“Five years is good to put skin in the game”

Ought candidates from the private sector be inducted into the government as “lateral hires” is under intense scrutiny. How do we examine the issue? Charles Assisi asks Ashok Pal Singh, CEO of India Post Technology Centre

Charles Assisi

A career bureaucrat, Ashok Pal Singh has worked with several departments in the Indian government, including at the Ministry of Health and the Ministry of Finance.

What places Singh in a unique position to provide perspective on whether it makes sense to induct people from the private sector into government is that he was part of the founding team that worked on Project Aadhaar. This was the time when veterans from the government and from the private sector came together at the Unique Identification Authority of India (UIDAI) with Nandan Nilekani at the helm. 

It was one of those rare initiatives where people from the government and the private sector worked together to create Aadhaar, the world’s largest biometric-based national identity system. That it is the subject of intense debate is another matter altogether.

One can look at that experiment through many lenses. What happens when people from the public and private sector come together? Conventional wisdom has it that it is difficult for them to work closely. Most evidence points to just that. Why ought somebody from the private sector give up all the trappings and perks to get into public office? And why should somebody who has spent a long part of their working lives in government, make way for somebody with no experience in the government?

When looked at from the outside, this isn’t easy territory to navigate.

Then there is the politics of it all. General Elections 2019 are around the corner. Is it possible that inducting a few “chosen ones” from the outside into the government at the level of a Joint Secretary, is one way to embed the bureaucracy with people that are needed at the right places?

To be fair to Singh, he did not flinch from taking these questions, answered all of it, offered a perspective on how ought “lateral hires” into the government be looked at, and why it matters. Because there is no denying that what India is staring at is one of the worst deficits in the world when it comes to the numbers of decision makers it needs to frame public policy.


Virtuoso features conversations with a cross-section of veteran entrepreneurs, business strategists and thought leaders from India and abroad

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About the author

Charles Assisi
Charles Assisi

Co-founder and Director

Founding Fuel

Charles Assisi is an award-winning journalist with two decades of experience to back him. He is co-founder and director at Founding Fuel, and co-author of the book The Aadhaar Effect. He is a columnist for Hindustan Times, one of India's most influential English newspaper. He is vocal in his views on journalism and what shape it ought to take in India. He speaks on the theme at various forums and is often invited by various organizations to teach their teams how to write.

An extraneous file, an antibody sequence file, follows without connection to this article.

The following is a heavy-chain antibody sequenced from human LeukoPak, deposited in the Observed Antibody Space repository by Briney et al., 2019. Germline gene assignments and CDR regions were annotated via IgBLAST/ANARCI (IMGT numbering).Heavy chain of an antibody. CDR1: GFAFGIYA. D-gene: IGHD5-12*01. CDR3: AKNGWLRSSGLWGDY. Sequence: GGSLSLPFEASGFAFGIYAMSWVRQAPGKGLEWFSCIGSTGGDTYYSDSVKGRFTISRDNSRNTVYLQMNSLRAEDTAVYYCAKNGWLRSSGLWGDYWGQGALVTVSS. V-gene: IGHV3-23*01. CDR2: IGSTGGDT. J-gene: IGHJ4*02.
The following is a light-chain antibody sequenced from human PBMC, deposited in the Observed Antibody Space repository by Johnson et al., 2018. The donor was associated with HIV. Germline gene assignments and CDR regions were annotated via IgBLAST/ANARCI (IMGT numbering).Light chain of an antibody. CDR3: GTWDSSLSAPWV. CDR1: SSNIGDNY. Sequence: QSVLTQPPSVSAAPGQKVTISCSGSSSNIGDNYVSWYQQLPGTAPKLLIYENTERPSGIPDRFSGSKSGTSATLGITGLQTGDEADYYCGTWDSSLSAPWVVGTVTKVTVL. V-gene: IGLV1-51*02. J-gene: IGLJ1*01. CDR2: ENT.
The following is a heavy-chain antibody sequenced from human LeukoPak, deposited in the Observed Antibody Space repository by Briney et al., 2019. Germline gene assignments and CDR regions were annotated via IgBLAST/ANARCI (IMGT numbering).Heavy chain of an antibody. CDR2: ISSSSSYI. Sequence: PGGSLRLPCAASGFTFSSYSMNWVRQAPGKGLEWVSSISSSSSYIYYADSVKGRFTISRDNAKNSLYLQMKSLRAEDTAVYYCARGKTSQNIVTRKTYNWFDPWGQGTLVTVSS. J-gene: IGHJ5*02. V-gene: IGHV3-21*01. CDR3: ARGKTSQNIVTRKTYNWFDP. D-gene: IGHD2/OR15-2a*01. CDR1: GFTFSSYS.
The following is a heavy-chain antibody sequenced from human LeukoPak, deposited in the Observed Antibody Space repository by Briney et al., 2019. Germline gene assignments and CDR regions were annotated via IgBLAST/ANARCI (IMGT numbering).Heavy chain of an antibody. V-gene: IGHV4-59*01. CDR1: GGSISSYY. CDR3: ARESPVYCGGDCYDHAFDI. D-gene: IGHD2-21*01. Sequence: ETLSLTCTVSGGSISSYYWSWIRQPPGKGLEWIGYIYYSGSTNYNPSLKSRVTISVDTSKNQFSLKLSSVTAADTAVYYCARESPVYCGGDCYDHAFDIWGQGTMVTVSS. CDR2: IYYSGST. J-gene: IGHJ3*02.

In his last assignment, he wore two hats: That of Managing Editor at Forbes India and Editor at ForbesLife India. As part of the leadership team, his mandate was to create a distinctive business title in a market many thought was saturated. When Forbes India was finally launched after much brainstorming and thinking through, it broke through the ranks and got to be recognized as the most influential business magazine in the country. He did much the same thing with ForbesLife India where he broke from convention and launched the title to critical acclaim.

Before that, he was National Technology Editor and National Business Editor at the Times of India, during the great newspaper wars of 2005. He was part of the team that ensured Times of India maintained top dog status in Mumbai on the face of assaults by DNA and Hindustan Times.

His first big gig came in his late twenties when German media house Vogel Burda marked its India debut with CHIP a wildly popular technology magazine. He was appointed Editor and given a free run to create what he wanted. During this stint, he worked and interacted with all of Vogel Burda's various newsrooms across Europe and Asia.

Charles holds a Masters in Economics from Mumbai Universtity and an MBA in Finance. Along the way he earned the Madhu Valluri Award for Excellence in Journalism and the Polestar Award for Excellence in Business Journalism.

In his spare time, he reads voraciously across the board, but is biased towards psychology and the social sciences. He dabbles in various things that catch his fancy at various points. But as fancies go, many evaporate as often as they fall on him.

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